Orlando, FL based Automated Technology Control Partners introduced the TiO StealthStream 1 (AZSS1) digital audio zone player at CEDIA 2013. At 1.9 x 2.73 x 3.9 inches, the company calls the small black box (with a stubby antenna protruding from it) the smallest such player on the market and says it provides a simple, cost-effective multi-room music solution—one that is controlled and configured through the TiO Home Android App.
Brent Butterworth  |  Sep 28, 2013  |  0 comments

One of the biggest surprises (and delights) of the CEDIA Expo for me was Totem Acoustics' new Kin Subwoofer. Totem's known for great-sounding speakers, but not so much for bargain prices or decor-friendly design. The Kin Subwoofer, though, is quite affordable at $699 -- and according to my brief listen, quite powerful for its tiny size.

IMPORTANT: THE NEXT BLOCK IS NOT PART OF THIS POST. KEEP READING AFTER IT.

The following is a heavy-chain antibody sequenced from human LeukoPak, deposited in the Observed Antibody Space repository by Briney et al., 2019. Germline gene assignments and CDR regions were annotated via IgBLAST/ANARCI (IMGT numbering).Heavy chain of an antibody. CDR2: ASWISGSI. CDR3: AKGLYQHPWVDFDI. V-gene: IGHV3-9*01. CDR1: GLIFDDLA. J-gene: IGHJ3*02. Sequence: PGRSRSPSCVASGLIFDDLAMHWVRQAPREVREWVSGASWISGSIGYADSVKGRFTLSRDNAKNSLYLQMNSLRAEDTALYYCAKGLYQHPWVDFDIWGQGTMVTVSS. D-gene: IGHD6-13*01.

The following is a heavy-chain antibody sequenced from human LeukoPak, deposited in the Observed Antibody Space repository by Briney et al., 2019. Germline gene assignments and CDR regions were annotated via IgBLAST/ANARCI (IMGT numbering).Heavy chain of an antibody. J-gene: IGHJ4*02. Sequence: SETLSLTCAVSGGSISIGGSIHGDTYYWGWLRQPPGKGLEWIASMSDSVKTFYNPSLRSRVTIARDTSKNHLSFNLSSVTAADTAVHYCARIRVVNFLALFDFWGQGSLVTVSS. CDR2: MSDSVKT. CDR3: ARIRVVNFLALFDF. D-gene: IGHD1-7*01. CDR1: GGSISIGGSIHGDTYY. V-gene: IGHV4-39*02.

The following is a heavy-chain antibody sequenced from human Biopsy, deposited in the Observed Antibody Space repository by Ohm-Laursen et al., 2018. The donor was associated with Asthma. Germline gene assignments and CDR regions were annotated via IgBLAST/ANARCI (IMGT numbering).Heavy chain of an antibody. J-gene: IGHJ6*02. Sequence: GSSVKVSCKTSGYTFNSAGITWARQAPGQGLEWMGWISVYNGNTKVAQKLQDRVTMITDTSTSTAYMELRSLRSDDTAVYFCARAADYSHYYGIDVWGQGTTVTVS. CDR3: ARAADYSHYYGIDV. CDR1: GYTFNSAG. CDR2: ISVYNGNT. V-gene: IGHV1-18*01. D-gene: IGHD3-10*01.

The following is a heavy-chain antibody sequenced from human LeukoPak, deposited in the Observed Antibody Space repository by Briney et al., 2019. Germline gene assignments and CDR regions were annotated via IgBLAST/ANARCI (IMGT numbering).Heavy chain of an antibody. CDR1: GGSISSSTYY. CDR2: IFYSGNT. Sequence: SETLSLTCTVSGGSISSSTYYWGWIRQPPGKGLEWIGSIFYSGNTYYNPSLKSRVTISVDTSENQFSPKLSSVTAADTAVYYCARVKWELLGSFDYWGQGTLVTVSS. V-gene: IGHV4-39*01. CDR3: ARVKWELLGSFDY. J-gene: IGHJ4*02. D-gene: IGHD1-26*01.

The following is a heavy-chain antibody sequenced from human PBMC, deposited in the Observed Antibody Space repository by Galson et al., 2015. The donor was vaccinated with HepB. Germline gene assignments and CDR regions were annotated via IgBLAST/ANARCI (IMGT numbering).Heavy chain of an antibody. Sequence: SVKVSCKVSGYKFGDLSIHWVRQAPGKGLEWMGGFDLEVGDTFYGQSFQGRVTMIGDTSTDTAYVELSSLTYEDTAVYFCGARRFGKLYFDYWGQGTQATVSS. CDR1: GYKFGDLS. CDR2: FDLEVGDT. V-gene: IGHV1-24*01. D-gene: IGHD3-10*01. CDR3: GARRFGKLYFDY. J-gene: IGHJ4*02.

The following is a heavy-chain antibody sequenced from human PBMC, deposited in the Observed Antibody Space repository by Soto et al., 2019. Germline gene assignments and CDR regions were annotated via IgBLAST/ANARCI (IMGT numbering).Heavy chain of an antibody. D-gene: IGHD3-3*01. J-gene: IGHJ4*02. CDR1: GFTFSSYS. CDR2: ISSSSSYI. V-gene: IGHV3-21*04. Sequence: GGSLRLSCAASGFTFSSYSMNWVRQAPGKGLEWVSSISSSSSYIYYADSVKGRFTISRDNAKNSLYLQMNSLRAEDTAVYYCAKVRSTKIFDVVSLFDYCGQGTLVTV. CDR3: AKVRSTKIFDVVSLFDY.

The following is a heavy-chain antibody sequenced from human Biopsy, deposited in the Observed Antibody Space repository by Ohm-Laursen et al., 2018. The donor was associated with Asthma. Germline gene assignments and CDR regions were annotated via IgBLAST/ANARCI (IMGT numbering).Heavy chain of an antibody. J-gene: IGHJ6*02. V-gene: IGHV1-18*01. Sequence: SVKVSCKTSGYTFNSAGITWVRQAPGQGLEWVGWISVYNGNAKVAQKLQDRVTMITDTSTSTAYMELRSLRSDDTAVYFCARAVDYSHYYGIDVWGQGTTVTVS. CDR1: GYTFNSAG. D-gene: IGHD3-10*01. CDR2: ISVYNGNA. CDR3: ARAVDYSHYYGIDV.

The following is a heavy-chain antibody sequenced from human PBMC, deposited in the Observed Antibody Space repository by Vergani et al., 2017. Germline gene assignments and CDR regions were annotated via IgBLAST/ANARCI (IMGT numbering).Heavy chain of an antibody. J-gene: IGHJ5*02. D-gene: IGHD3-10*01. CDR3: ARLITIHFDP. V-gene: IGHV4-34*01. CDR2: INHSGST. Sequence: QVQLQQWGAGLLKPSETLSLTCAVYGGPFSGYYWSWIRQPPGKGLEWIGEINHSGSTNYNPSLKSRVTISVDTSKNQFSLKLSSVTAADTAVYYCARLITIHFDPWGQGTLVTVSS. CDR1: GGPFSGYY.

Darryl Wilkinson  |  Sep 27, 2013  |  0 comments
RedSeat Entertainment is launching the Tremor FX Home, “a dynamic home theater system that incorporates seat vibrations into movies, games and other entertainment.” Available in both pre-installed versions as well as kits for retrofitting into existing seating, Tremor FX’s technology is designed to dynamically vibrate and pulsate in response to a movie’s soundtrack via a series of actuators integrated into each seat.
Kris Deering  |  Sep 28, 2013  |  0 comments